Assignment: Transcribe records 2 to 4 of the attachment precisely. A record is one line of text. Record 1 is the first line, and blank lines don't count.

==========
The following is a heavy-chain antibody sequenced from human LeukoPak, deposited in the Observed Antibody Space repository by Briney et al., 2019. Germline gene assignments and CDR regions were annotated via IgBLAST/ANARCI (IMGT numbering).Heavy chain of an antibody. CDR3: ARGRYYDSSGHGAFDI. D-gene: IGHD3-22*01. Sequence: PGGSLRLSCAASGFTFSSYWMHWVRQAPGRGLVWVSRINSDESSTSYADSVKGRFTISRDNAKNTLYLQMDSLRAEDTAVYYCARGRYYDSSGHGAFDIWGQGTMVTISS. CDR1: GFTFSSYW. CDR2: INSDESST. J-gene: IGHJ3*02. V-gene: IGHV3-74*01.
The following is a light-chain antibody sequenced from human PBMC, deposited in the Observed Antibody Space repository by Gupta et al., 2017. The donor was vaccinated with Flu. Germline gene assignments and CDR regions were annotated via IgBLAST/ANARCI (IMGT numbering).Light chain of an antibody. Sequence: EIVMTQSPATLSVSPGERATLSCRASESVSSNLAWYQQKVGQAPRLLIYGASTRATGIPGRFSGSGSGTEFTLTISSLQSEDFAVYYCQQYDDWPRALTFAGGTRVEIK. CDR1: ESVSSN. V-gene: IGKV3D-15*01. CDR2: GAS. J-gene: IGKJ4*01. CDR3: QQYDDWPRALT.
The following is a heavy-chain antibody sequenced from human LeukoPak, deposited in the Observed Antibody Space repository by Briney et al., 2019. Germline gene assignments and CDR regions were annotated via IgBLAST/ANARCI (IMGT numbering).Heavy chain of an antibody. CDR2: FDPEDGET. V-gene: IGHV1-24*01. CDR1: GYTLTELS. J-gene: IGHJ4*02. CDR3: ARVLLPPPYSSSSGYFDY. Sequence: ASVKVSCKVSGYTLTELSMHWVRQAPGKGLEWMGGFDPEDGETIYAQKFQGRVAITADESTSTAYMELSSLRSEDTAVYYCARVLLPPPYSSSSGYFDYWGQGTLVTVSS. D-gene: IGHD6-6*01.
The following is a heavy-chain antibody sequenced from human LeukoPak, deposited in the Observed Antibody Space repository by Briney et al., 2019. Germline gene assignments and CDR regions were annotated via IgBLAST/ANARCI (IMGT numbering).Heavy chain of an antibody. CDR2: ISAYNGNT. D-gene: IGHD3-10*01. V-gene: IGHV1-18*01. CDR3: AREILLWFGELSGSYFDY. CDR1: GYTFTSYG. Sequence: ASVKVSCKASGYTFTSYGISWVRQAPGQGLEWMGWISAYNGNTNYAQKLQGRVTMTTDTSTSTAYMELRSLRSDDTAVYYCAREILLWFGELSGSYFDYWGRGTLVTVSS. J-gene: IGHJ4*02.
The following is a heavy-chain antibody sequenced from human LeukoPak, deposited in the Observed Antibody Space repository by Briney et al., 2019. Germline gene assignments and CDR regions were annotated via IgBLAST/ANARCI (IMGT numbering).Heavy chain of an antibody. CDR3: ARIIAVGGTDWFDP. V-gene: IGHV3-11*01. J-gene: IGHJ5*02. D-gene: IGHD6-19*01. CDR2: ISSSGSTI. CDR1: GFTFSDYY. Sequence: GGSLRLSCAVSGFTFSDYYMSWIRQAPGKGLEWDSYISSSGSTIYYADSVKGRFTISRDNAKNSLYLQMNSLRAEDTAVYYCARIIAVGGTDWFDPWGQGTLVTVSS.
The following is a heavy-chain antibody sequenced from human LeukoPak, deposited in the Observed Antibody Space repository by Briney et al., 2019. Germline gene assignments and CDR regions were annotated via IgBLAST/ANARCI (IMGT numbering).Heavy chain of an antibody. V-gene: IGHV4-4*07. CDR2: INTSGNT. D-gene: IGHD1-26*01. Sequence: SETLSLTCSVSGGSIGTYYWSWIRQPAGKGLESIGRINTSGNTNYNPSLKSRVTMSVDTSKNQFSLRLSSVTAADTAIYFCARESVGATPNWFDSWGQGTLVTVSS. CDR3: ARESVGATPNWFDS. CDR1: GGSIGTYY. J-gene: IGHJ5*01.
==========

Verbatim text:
The following is a light-chain antibody sequenced from human PBMC, deposited in the Observed Antibody Space repository by Gupta et al., 2017. The donor was vaccinated with Flu. Germline gene assignments and CDR regions were annotated via IgBLAST/ANARCI (IMGT numbering).Light chain of an antibody. Sequence: EIVMTQSPATLSVSPGERATLSCRASESVSSNLAWYQQKVGQAPRLLIYGASTRATGIPGRFSGSGSGTEFTLTISSLQSEDFAVYYCQQYDDWPRALTFAGGTRVEIK. CDR1: ESVSSN. V-gene: IGKV3D-15*01. CDR2: GAS. J-gene: IGKJ4*01. CDR3: QQYDDWPRALT.
The following is a heavy-chain antibody sequenced from human LeukoPak, deposited in the Observed Antibody Space repository by Briney et al., 2019. Germline gene assignments and CDR regions were annotated via IgBLAST/ANARCI (IMGT numbering).Heavy chain of an antibody. CDR2: FDPEDGET. V-gene: IGHV1-24*01. CDR1: GYTLTELS. J-gene: IGHJ4*02. CDR3: ARVLLPPPYSSSSGYFDY. Sequence: ASVKVSCKVSGYTLTELSMHWVRQAPGKGLEWMGGFDPEDGETIYAQKFQGRVAITADESTSTAYMELSSLRSEDTAVYYCARVLLPPPYSSSSGYFDYWGQGTLVTVSS. D-gene: IGHD6-6*01.
The following is a heavy-chain antibody sequenced from human LeukoPak, deposited in the Observed Antibody Space repository by Briney et al., 2019. Germline gene assignments and CDR regions were annotated via IgBLAST/ANARCI (IMGT numbering).Heavy chain of an antibody. CDR2: ISAYNGNT. D-gene: IGHD3-10*01. V-gene: IGHV1-18*01. CDR3: AREILLWFGELSGSYFDY. CDR1: GYTFTSYG. Sequence: ASVKVSCKASGYTFTSYGISWVRQAPGQGLEWMGWISAYNGNTNYAQKLQGRVTMTTDTSTSTAYMELRSLRSDDTAVYYCAREILLWFGELSGSYFDYWGRGTLVTVSS. J-gene: IGHJ4*02.